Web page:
Track topics on Twitter Track topics that are important to you
This was a study of patients with hereditary angioedema (HAE) and their responses to new therapies, measured in terms of HAE attack rates, the number of hospitalizations and emergency room (ER) visits, and the impact of HAE on their quality of life (QOL).
This article was published in the following journal.
Name: Puerto Rico health sciences journal
Hereditary angioedema (HAE) comprises HAE with C1-inhibitor deficiency (C1-INH-HAE) and HAE with normal C1-INH activity (nl-C1-INH-HAE), due to mutations in factor XII (FXII-HAE), plasminogen (PLG-HAE...
Angioedema is a localized swelling of the skin and submucosal tissues and is generally benign and self-limiting. However, it can be life threatening if angioedema involves the upper airway, resulting ...
Angioedema represents self-limited, localized swelling of submucosal or subcutaneous tissues. While the underlying etiology may be undeterminable in the emergent setting, nonhistaminergic and histamin...
Many notable advances in drug allergy, urticaria, angioedema and anaphylaxis were reported in 2018. Broad spectrum antibiotic use and consequently antibiotic resistance is widespread, and algorithms t...
Hospitalizations due to angioedema are important especially in debilitating or life-threatening situations. The aim of this study was to evaluate the frequency and etiology of angioedema without urti...
Previous studies reported infraclinical modifications of the homeostasis in chronic urticaria, recurrent idiopathic angioedema and hereditary angioedema. This study aim to compare groups w...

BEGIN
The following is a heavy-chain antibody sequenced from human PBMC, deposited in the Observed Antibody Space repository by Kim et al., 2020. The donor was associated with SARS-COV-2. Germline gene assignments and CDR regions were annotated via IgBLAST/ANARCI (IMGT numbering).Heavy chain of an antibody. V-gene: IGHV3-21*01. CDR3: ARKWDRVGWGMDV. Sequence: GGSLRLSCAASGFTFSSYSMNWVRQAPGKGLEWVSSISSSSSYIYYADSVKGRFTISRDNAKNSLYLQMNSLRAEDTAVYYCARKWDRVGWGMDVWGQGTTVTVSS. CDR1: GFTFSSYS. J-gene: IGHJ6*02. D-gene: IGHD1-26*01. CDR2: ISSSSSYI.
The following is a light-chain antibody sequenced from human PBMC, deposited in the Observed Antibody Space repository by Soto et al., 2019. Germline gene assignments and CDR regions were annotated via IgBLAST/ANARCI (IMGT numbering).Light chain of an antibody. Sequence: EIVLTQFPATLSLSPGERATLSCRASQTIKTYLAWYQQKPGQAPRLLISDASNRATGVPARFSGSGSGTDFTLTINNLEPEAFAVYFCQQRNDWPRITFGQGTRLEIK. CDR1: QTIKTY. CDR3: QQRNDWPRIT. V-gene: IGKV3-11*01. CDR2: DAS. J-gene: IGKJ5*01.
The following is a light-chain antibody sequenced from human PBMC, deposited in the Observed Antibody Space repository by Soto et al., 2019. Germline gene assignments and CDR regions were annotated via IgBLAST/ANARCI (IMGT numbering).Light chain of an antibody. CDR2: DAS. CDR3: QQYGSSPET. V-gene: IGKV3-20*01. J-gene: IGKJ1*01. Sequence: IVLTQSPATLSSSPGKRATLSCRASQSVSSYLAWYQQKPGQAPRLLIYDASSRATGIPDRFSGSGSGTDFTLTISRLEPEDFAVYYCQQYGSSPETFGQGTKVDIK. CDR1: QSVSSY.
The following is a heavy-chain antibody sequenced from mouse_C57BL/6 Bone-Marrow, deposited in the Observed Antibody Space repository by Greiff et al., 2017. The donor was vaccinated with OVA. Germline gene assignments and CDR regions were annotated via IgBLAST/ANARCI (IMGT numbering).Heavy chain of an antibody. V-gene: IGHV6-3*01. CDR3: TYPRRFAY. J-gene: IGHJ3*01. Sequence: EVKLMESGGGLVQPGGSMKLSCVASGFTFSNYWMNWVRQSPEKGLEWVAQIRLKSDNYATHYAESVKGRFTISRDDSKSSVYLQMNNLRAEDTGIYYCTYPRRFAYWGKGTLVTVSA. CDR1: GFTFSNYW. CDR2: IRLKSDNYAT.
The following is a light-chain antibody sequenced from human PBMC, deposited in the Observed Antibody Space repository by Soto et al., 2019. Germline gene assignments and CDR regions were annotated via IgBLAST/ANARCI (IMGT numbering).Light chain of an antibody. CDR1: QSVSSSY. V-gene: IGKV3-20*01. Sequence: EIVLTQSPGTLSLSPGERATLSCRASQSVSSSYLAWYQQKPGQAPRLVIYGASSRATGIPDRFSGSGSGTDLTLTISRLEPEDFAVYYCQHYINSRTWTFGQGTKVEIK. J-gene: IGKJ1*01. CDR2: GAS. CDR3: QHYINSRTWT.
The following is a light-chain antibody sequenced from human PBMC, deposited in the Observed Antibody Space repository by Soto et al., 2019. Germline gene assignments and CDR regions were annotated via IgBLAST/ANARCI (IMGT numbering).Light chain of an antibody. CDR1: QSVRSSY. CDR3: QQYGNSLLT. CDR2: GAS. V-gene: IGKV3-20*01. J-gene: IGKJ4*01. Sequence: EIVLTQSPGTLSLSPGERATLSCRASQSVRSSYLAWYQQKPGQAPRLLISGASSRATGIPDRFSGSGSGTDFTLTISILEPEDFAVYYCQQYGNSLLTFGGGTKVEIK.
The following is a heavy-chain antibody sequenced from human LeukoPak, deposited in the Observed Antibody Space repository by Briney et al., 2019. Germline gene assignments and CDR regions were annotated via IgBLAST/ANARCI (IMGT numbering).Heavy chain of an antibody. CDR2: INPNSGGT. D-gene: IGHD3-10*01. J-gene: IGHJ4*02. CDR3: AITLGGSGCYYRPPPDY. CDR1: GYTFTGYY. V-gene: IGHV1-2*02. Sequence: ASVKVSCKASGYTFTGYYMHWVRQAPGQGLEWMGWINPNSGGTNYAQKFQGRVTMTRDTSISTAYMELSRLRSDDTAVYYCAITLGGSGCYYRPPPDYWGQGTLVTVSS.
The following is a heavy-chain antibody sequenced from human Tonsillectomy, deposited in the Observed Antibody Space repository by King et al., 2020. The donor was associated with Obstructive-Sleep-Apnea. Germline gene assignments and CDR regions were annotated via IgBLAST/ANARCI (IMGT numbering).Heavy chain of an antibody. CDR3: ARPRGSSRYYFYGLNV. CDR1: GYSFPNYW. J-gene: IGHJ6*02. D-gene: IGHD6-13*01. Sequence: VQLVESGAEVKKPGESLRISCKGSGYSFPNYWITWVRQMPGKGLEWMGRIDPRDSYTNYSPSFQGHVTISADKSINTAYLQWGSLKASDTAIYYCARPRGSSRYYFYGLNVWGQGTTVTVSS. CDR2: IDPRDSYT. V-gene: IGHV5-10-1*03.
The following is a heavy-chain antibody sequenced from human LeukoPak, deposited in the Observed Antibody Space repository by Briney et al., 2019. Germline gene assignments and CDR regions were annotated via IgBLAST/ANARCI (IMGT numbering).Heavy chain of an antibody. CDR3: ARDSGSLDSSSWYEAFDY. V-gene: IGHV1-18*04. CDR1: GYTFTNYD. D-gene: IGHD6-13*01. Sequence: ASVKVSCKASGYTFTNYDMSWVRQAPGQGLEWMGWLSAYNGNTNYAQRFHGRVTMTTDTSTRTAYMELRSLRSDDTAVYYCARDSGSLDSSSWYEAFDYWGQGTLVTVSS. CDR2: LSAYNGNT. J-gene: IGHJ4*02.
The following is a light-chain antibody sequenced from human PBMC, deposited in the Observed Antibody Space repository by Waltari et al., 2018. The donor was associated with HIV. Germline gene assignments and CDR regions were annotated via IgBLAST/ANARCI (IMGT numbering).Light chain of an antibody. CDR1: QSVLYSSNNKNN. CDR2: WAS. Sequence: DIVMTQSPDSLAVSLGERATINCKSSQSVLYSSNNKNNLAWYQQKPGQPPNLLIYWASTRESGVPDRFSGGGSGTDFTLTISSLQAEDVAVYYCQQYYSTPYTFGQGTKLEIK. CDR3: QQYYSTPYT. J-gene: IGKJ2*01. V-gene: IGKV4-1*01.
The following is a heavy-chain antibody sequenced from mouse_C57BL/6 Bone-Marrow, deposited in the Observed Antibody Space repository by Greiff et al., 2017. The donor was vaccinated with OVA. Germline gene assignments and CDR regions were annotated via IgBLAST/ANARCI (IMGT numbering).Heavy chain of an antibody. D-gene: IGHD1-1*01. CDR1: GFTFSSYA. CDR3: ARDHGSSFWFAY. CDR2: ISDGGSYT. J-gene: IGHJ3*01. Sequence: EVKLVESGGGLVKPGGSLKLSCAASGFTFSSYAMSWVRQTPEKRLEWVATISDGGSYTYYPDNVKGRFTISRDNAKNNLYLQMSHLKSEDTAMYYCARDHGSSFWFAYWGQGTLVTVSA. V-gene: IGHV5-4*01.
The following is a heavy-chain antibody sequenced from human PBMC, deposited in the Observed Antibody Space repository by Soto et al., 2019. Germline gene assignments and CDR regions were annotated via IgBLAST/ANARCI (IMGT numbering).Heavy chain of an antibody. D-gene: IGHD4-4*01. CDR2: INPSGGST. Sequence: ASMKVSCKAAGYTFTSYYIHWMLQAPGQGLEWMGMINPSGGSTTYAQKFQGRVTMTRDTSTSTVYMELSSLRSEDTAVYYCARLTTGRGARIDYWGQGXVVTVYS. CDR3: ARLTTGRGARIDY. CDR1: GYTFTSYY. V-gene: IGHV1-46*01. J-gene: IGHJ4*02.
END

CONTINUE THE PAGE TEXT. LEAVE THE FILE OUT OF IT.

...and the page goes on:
To explore the feasibility of a new Dried Blood Spot (DBS) filtercard-based screening algorithm and thereby analyzing the prevalence of the Hereditary Angioedema in patients with unclear r...
The objective is to compare the gene expression of B1 and / or B2 monocyte receptors between patients with hereditary bradykinetic angioedema and control subjects.
Hereditary angioedema ("HAE") is a genetic disorder characterized by sudden recurrent attacks of local swelling (angioedema). These attacks are often painful and disabling, and, in some ca...
The objectives of the study are to: 1. Evaluate the dose response and the pharmacokinetics (PK)/pharmacodynamics (PD) of intravenous (IV) administration of Cinryze for the treatmen...
Forms of hereditary angioedema that occur due to mutations in the gene for COMPLEMENT C1 INHIBITOR PROTEIN. Type I hereditary angioedema is associated with reduced serum levels of complement C1 inhibitor protein. Type II hereditary angioedema is associated with the production of a non-functional complement C1 inhibitor protein.
A form of hereditary angioedema that occurs in women and is precipitated or worsened by high ESTROGEN levels. It is associated with mutations in the gene for FACTOR XII that result in its increased activity.
Swelling involving the deep DERMIS, subcutaneous, or submucosal tissues, representing localized EDEMA. Angioedema often occurs in the face, lips, tongue, and larynx.
An endogenous 105-kDa plasma glycoprotein produced primarily by the LIVER and MONOCYTES. It inhibits a broad spectrum of proteases, including the COMPLEMENT C1R and the COMPLEMENT C1S proteases of the CLASSICAL COMPLEMENT PATHWAY, and the MANNOSE-BINDING PROTEIN-ASSOCIATED SERINE PROTEASES. C1-INH-deficient individuals suffer from HEREDITARY ANGIOEDEMA TYPES I AND II.
Stable blood coagulation factor activated by contact with the subendothelial surface of an injured vessel. Along with prekallikrein, it serves as the contact factor that initiates the intrinsic pathway of blood coagulation. Kallikrein activates factor XII to XIIa. Deficiency of factor XII, also called the Hageman trait, leads to increased incidence of thromboembolic disease. Mutations in the gene for factor XII that appear to increase factor XII amidolytic activity are associated with HEREDITARY ANGIOEDEMA TYPE III.